Are you running in circles like a headless chicken struggling to find the perfect niche for your blog?
You are not alone.
The thing I hear most right after people say ‘I want to start a blog,’ is…
‘But I don’t know what to blog about.’
Lately, several of you emailed me expressing your frustration over sticking with a single blog topic.
There are obviously two scenarios here:
- You are either in the brainstorming phase and haven’t started blogging yet, or
- You have been blogging for a while and feel adrift
Either way, I feel your pain. I was there too, obsessing over my niche and trying to figure out who my ideal reader was.
More about it in a minute.
Now… most blogging experts refer to choosing a blog niche, as the most important blogging decision you’ll ever make.
Your blog’s very own existence depends on it.
Talk about major pressure!
But it doesn’t have to be this way.
Look, I get it. You are freaked out because you don’t want to choose wrong.
This fear is valid.
But this fear is holding you back.
So instead of choosing a niche, think about it as defining your niche. See what I did there? It’s a total shift in mindset.
What is a niche?
Before I move forward, let’s take a step back and make sure we are all on the same page here.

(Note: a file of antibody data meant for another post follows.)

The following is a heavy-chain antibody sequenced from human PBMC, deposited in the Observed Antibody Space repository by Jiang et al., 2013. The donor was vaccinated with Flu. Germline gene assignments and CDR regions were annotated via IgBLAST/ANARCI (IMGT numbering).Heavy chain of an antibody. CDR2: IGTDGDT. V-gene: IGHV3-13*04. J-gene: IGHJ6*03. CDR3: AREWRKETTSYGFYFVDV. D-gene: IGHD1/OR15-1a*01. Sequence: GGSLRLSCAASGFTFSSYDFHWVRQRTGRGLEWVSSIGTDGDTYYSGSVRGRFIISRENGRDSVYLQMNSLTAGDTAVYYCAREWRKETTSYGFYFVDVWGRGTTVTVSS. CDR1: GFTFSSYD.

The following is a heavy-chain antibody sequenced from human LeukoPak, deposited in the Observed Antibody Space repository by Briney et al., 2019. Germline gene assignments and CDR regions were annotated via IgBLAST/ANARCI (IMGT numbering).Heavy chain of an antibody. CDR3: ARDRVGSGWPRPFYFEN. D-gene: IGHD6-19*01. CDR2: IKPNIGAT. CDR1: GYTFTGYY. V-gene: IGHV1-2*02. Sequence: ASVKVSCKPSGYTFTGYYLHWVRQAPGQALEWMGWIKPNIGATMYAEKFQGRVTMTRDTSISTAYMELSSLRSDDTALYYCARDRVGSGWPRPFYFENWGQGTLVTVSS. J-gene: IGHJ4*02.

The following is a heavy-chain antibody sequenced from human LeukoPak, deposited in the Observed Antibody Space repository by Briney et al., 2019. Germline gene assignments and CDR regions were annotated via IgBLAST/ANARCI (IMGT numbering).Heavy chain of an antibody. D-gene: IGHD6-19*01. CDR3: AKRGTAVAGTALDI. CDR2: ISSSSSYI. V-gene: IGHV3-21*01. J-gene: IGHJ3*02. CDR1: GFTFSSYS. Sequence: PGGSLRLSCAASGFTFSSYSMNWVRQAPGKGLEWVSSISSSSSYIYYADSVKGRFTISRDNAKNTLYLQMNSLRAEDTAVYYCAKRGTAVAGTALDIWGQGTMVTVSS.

Just in case you still wonder what a niche is…
A niche is basically a problem you care enough about that you’d gladly help a specific group of people solve.
It’s the place where your interests and expertise intersect with the struggles of your readers.
It can be sustainable volunteering, gardening in cold climates, frugal traveling for women in their 20’s, animal massage, or anything else in between.
It’s your blog, and you have full editorial control.
However, if you want to build a lifestyle business, I just have to say this.
You are amazing, brilliant and awesome just by being you. We would never doubt that.
But your life is not interesting enough to blog about it and expect to get paid.
I promise I don’t say this to be mean. Please don’t take it the wrong way.
I tell you this because to get the most out of blogging you have to put your readers first. You have to blog about what keeps them up at night.
Blogging for a living is not the same as writing an online journal.
But… You have so many interests, and you want to write about all that makes you… YOU.
Your trip to Europe. Your cat. Your love of peanut butter ice cream pie.
Writing a journal is about connecting with yourself. Blogging is about connecting with an audience.
That’s why it’s not easy to choose a focus for your blog. It’s not enough for you to care about it. It also needs to draw an audience.
Brainstorm your interests
‘I’m trying to make my blog cater to people who love both fashion and technology.’ — wrote a reader named Johanna.